Ailen Arreaza, the executive director of ParentsTogether Action, a national family advocacy group representing more than 3 million parents nationwide, said the expansion of the child tax credit in 2021 was monumental in changing the lives of parents, and particularly low-income families. They reported putting their children in extracurricular activities and not having to choose between paying for rent or groceries.

“That summer — it was just one of the most joyous times for me working at this organization because we heard over and over again from parents saying, ‘This is making such a difference,’” Arreaza said. “Often, we talk about governments and policies [and] it’s hard to sometimes connect them to our daily lives. This is a policy that impacts families’ lives day-to-day.”

What is the current child tax credit? 

The way the child tax credit currently works is that families with children under 17 who earn up to $400,000 for joint filers and $200,000 for other filers — essentially middle- and higher-income families — receive up to $2,000 a year in their tax returns for each child.

In 2021, that credit was expanded to give families up to $3,600, much of it in the form of monthly checks, instead of an annual lump sum. The 2021 expansion also made one crucial change: It allowed the poorest families in the country, those who don’t file income taxes, to access the child tax credit for the first time in its 27-year history.

Those pandemic-era changes cut the child poverty rate in 2021 to a historic low of 5.2 percent. But the temporary changes lasted only a year, and an effort by Democrats to make them permanent failed. The tax credit then reverted back to its usual amount — $2,000 — and the child poverty rate rose to 12.4 percent in 2022.

What is being proposed now? 

The new proposal, which has drawn support from Republicans, would change the structure of the credit to enhance eligibility for the low-income families who have been shut out of its benefits for years. It’s estimated to cost $33 billion.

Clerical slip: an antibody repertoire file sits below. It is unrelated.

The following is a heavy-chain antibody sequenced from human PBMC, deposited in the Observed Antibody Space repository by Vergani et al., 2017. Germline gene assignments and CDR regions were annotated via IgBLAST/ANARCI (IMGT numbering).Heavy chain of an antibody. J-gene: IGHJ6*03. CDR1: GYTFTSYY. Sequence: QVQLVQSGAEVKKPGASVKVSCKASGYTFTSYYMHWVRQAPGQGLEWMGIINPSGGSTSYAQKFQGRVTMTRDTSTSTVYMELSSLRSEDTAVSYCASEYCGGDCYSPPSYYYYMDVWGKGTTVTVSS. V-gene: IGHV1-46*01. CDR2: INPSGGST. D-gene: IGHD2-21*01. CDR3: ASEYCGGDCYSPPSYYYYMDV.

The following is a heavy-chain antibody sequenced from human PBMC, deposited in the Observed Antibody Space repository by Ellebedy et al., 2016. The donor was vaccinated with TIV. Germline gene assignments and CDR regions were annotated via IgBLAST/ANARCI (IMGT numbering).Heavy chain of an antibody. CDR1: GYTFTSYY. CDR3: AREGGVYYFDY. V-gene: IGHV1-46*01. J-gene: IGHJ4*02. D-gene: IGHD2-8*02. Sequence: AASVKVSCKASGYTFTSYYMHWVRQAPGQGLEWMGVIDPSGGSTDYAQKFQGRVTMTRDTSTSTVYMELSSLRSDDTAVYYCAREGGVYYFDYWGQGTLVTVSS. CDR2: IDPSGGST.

First, the proposal would raise the amount of money low-income families can receive. Previously, they were capped at $1,600, while families that earned more money could claim the full $2,000 per child.

Over the next three years, the amount low-income families are eligible for would rise until it hits about $2,000 in 2025. For 2023 taxes (the tax season begins January 29), the amount would rise to $1,800. For 2024, it would be $1,900 and for 2025, it would be $2,000, plus a new adjustment for inflation that is estimated to be an additional $100 in 2025.

Crucially, the current proposal covers changes through 2025, so that would be the only year when low-income families could claim the full $2,000 unless Congress expands the change beyond that date.

The second change would amend a provision on how the credit is phased in that, in practice, has caused low-income families with multiple children to receive the same amount as low-income families with just one child.  For example, a family with two children that earns $12,500 a year gets $1,500 in the child tax credit regardless of the number of kids. Under the change, that family would get $3,000 instead — $1,500 for each child, the same way it currently works for middle- and higher-income families.